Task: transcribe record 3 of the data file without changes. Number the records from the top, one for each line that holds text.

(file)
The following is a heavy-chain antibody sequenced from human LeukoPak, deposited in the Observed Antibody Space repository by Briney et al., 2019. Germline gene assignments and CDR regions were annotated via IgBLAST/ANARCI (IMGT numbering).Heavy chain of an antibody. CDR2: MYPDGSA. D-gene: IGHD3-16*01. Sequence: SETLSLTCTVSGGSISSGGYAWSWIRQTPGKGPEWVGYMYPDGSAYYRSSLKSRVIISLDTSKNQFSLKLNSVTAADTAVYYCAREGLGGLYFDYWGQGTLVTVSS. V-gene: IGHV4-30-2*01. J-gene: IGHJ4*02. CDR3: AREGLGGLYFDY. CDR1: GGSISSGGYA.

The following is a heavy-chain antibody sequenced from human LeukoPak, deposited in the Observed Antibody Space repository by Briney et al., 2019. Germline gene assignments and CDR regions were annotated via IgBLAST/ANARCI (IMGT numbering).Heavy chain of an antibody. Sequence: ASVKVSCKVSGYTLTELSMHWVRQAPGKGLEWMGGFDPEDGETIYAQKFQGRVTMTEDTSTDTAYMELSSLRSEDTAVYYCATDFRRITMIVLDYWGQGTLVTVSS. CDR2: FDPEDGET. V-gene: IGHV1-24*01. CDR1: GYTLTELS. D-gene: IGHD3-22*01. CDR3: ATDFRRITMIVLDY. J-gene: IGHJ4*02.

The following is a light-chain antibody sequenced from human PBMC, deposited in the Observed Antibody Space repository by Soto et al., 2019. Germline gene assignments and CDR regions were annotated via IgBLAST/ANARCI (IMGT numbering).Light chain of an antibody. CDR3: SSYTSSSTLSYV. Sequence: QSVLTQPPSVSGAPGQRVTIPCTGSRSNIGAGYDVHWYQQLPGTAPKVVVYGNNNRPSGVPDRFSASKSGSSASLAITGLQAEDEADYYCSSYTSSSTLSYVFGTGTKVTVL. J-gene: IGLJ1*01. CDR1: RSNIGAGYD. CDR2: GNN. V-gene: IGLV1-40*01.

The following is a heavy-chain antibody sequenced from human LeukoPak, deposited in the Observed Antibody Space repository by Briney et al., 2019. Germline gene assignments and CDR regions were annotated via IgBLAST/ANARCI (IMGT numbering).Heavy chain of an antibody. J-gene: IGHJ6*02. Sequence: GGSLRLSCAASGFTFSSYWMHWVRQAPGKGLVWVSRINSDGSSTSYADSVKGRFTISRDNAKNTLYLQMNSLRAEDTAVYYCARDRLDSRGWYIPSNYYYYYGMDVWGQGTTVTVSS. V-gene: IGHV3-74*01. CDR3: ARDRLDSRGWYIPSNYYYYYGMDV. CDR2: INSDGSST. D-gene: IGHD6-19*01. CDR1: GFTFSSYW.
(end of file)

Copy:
The following is a light-chain antibody sequenced from human PBMC, deposited in the Observed Antibody Space repository by Soto et al., 2019. Germline gene assignments and CDR regions were annotated via IgBLAST/ANARCI (IMGT numbering).Light chain of an antibody. CDR3: SSYTSSSTLSYV. Sequence: QSVLTQPPSVSGAPGQRVTIPCTGSRSNIGAGYDVHWYQQLPGTAPKVVVYGNNNRPSGVPDRFSASKSGSSASLAITGLQAEDEADYYCSSYTSSSTLSYVFGTGTKVTVL. J-gene: IGLJ1*01. CDR1: RSNIGAGYD. CDR2: GNN. V-gene: IGLV1-40*01.